Blogs 28 Mar 2024

Towards an EU Biotech Act?

White smoke for biotech! The European Commission has published its plans to boost biotech and biomanufacturing in the EU. After reading the document, one question remains: will this be another European paper tiger, or will the proposed actions have teeth? 

Back in September, Commission President Ursula von der Leyen had promised a “biotech and biomanufacturing initiative” as part of her annual State of the Union address. Now, with some delay that even raised doubts as to whether an initiative would be presented, the Commission has unveiled its biotech plans in a paper (known as a “Communication” in EU jargon) entitled Building the future with nature. 

Recognising that this is one of the most promising technological areas of this century, the Communication proposes a more coordinated approach to biotechnology and biomanufacturing to reap their full benefits. 

What is biotech and why does it matter? 

Biotechnology typically refers to the use of the life sciences to produce knowledge, goods, or services. Biotech’s applications span many fields, including health, industry, agriculture, and sustainability. 

Recent applications of biotech include the mRNA vaccines that were crucial in overcoming the COVID-19 pandemic, the development of bioplastics and alternatives to fossil fuels, and the breeding of more resilient and pest-resistant crops. 

The 2020s are an exciting time for biotech filled with scientific breakthroughs and explosive growth for the sector: collapsing price of genome sequencing, the advent of cheap and precise gene editing, and other disruptive innovations are only a few examples of developments transforming the field. 

In 2020, biotech received further global recognition when the American Jennifer Doudna and the Frenchwoman Emmanuelle Charpentier won the Nobel Prize together for their work on CRISPR gene editing. These “genetic scissors” enable researchers to precisely modify the genetic code of organisms at specific points. Among the many agricultural, industrial and health applications, CRISPR has enabled a revolutionary treatment for sickle cell disease. 

What’s more, artificial intelligence (AI) will “accelerate many biotech innovations and developments”. While definitions and estimates of the biotech sector vary, the global market size has been estimated at EUR 720 billion in 2021, with annual growth of 18%.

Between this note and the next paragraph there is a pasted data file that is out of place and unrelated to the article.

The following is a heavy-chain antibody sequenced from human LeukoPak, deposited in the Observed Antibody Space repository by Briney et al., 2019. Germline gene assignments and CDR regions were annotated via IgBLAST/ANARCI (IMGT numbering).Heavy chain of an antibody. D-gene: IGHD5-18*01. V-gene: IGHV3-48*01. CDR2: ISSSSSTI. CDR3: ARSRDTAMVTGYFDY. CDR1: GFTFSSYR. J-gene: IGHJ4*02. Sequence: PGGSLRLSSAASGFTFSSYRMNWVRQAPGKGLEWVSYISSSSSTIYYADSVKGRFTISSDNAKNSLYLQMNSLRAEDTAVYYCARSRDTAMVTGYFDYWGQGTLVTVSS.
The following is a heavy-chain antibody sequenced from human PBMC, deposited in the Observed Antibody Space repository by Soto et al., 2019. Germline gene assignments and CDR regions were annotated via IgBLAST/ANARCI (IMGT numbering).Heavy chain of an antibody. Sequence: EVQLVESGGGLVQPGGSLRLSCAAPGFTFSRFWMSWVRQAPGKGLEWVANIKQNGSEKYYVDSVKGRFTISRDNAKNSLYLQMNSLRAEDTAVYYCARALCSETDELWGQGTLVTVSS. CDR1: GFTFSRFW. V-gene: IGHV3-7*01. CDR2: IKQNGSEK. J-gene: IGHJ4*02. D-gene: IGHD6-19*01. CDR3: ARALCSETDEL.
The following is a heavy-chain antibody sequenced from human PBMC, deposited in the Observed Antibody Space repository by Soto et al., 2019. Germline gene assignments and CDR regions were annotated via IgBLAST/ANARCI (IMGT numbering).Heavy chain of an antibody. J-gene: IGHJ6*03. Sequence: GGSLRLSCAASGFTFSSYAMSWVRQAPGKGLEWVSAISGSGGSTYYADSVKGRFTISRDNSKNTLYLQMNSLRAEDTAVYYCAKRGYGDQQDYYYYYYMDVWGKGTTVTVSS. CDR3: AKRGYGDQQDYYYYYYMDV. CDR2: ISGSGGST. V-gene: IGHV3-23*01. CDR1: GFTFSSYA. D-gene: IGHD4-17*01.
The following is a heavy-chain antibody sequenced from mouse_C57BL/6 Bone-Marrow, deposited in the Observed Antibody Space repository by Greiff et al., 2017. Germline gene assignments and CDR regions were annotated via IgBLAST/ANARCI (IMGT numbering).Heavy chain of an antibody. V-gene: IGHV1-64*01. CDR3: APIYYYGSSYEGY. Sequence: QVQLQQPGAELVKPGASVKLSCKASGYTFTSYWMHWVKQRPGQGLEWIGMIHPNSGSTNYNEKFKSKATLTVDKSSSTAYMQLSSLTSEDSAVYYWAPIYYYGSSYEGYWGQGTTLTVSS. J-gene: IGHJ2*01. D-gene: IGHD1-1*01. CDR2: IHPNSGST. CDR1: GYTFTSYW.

The EU is prioritising biotech as a “strategic” technology 

As we have previously reported, the European Commission has been increasing its support for biotech in its scientific and industrial funding programmes. On top of that, the sector has been branded a critical one for European sovereignty by the Commission and Council thus opening additional opportunities. 

The recent biotech Communication confirms this trend. As the Commission Executive Vice-President Margrethe Vestager pointed out when presenting the plan: “Biotech largely supports Europe’s economy and contributes to our competitiveness, with high growth potential and labour productivity.” 

The Communication itself argues that biotech can help address “many societal and environmental challenges” and can “strongly enhance the EU’s open strategic autonomy and resilience by reducing industry’s dependency on fossil-based input and other sources of raw materials”. Finally, biotech “help[s] advance the European Health Union and achieve the European Green Deal objectives.” 

Obstacles to biotech growth: regulatory complexity and lack of awareness 

So what’s not to like and what’s the problem? 

The problem is that European biotech is lagging with the US dominating global biotech with a 60% market share, while the EU accounts for only 12% and fast-growing China for 11%. Recent figures from the Joint Research Centre (JRC), the Commission’s scientific service, show that the EU employed 75,000 people in biotech R&D in 2011, compared to 275,000 in the US. These trends are also shown in disparities in biotech patent applications. 

Source: EU Joint Research Service, computation based on Patstat 2023 Autumn Edition and the OECD MSTI statistics on patents by specific technology. 

There is also a growing “policy gap” on biotech. While the EU’s previous biotech strategy dates back to 2002, the Biden Administration recently defined “Bold Goals” for biotech with ambitious targets for contributions to climate change solutions, agriculture and health. Meanwhile, the US Congress has identified biotech as a sector critical to national security and is looking to support biotech to maintain America’s lead over China. Meanwhile, China itself is also strongly supporting biotech as a strategic technology.